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Rediff.com  » Sports » Nanjing Chess: Anand held, Carlsen off to a flier

Nanjing Chess: Anand held, Carlsen off to a flier

October 20, 2010 18:40 IST

World Champion Viswanathan Anand was held to a draw by Wang Yue of China in the first round of Nanjing Pearl Spring Chess tournament on Wednesday.

Magnus Carlsen of Norway crashed through the defenses of Frenchman Etienne Bacrot in style to become an early leader in this double round robin tournament after the other game between Bulgarian Veselin Topalov and Azerbaijani Vugar Gashimov also ended in a draw.

Carlsen leads the table with one point after the first round and Anand, Wang Yue, Gashimov and Topalov are close behind with half point in their kitty.

With nine rounds still remain in this 25,00,000 Euros prize money tournament, Bacrot stands last in the six-players' field.

Anand did not get many chances against Wang Yue even though his position remained slightly preferable in the middle game arising out of a Slav defense game.

Playing white, the Indian was up against the Fianchetto variation that has some similarities to the Grunfeld defense and Wang Yue was able to muster enough counter play to keep Anand's forces at bay.

Anand got an optically better position but all that changed in quick time after Wang Yue deployed his forces correctly on the queen side.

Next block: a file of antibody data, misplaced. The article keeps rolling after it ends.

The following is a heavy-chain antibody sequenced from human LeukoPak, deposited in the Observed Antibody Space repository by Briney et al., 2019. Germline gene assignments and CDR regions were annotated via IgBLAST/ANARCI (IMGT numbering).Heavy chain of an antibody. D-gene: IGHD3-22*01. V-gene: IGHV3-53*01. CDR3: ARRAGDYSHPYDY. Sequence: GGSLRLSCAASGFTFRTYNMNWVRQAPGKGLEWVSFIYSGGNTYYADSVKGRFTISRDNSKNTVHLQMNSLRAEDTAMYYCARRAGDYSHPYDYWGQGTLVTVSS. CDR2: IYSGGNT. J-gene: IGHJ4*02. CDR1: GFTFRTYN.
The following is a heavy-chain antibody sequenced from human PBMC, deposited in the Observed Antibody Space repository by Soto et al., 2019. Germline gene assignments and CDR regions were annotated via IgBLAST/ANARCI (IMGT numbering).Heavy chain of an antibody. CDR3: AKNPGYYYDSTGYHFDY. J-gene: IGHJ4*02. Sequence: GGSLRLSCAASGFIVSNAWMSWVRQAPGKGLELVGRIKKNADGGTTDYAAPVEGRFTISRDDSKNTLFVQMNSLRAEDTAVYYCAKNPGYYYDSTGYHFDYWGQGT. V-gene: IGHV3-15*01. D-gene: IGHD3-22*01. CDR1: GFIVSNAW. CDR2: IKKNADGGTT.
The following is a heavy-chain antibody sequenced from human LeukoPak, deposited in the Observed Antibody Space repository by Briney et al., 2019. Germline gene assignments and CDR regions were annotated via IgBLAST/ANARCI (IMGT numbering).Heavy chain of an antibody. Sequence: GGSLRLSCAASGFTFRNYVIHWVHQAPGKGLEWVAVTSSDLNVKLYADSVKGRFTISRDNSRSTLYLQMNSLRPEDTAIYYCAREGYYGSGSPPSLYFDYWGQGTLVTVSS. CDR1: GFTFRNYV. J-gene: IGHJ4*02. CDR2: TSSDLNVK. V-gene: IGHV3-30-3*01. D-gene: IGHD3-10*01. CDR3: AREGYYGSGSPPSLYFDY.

Anand could find nothing better than getting in to a level middle game wherein Anand's activity around black's king compensated for better placed pieces of the Chinese on the queen side.

In the end, the game was drawn through repetition after 32 moves with neither player willing to risk. If Carlsen had been struggling with his form, it did not show against Bacrot. T

he Norwegian G-Star Model put aside the challenge of the Frenchman in style and in very quick time. Blitzing out the opening moves, Carlsen, who has a penchant for playing new lines, came up with another surprise when he uncorked a side variation in the Scotch opening.

Bacrot was under pressure right from the word go and spent a lot of time on his clock to work out the strategical aspects. Carlsen, however, relentless went for the kill by ripping apart the king side that left Bacrot's king in mortal danger.

The Norwegian followed his instinctive attack with precise calculation when it mattered. Unleashing a knight sacrifice, Carlsen won the Queen for just two pieces and the rest was child's play. For the records, the game lasted 38 moves and Carlsen took a little over one hour.

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